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Elaine Chao warns of more scrutiny following airlines’ ‘total nightmare’ over Christmas

Former Transportation Secretary Elaine Chao warned Wednesday that Southwest Airlines should expect to be under the microscope following the “total nightmare” that occurred over the Christmas holiday when airlines, chiefly Southwest, canceled or delayed thousands of flights, causing chaos at airports around the country.

Chao, who served in the Trump administration and separately as Labor Secretary under George W. Bush, noted to Fox News the stock market has already taken notice of Southwest’s catastrophe, knocking 6% off its shares’ value since the chaos began.

“On top of that, [Southwest] should be prepared for a lot of scrutiny from the Department of Transportation, from Congress and from the public. It’s going to take some time for trust to be reinstated once more between the airlines and also the company,” she said on “The Story.”

Chao also reacted to claims, in Southwest’s case, that their slightly different flight patterns combined with the lack of substantive hubs compared to other major airlines may have also attributed to the fact their passengers were the ones most affected by the Arctic bomb cyclone’s disruption of air travel.

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“You know, it’s ironic because Southwest Airlines used to have one of the best computer scheduling booking systems of all the airlines,” Chao said. “They basically prided themselves on having a personal relationship with the passenger, so that the passenger goes on their website, books it directly. They don’t have to go to any other website.”

“But what evidently was happening is that this is not being kept up during a very, very catastrophic period of time,” said Chao.

She added that the coronavirus pandemic greatly affected air travel in that numerous workers, from pilots to baggage handlers, left the industry when the nation essentially shut down.

The coronavirus aid money approved by Congress helped maintain payroll for affected employees, but the industry was still left in the lurch workforce wise, she said.

“That is also contributing to the problems that we’re seeing in the airline industry,”{ Chao said.

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Chao also referenced a pilot shortage she attributed at least somewhat to new reported FAA rules governing how long pilots can fly and where they can go.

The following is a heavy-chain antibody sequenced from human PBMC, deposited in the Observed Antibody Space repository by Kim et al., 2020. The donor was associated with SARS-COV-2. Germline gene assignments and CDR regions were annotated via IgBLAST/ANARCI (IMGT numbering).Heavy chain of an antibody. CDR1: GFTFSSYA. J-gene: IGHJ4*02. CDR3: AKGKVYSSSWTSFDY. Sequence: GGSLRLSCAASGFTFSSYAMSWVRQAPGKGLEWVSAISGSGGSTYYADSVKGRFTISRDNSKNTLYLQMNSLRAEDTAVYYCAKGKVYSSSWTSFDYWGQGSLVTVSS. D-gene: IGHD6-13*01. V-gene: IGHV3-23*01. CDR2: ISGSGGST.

“These [regulations] are almost sacrosanct to the industry and also to organized labor,” she said. “So this is a major issue. It is one of the factors contributing to the shortage of pilots. And again, it’s very, very sensitive. And both sides — management and labor, and the regulators – have to get involved in examining all of that.”

Earlier on “The Story,” guest host Trace Gallagher shared reaction from Chao’s successor at USDOT, Secretary Pete Buttigieg.

Buttigieg, a former South Bend, Ind., mayor, characterized the chaos as a “system failure,” and went on to press that Southwest must do more than simply compensate stranded passengers:

“Southwest is going to have to not only make them financially whole, but find a way to really rebuild trust and confidence again. They pledged to me that they’re going to do that. I want to see exactly what that means,” Buttigieg said.

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The Texas-based airline also released a lengthy statement and apology in the wake of the crisis, which read in part:

“With consecutive days of extreme winter weather across our network behind us, continuing challenges are impacting our Customers and Employees in a significant way that is unacceptable. And our heartfelt apologies for this are just beginning.”

“We’re working with safety at the forefront to urgently address wide-scale disruption by rebalancing the airline and repositioning Crews and our fleet ultimately to best serve all who plan to travel with us,” it read.

“We were fully staffed and prepared for the approaching holiday weekend when the severe weather swept across the continent, where Southwest is the largest carrier in 23 of the top 25 travel markets in the U.S. This forced daily changes to our flight schedule at a volume and magnitude that still has the tools our teams use to recover the airline operating at capacity.”

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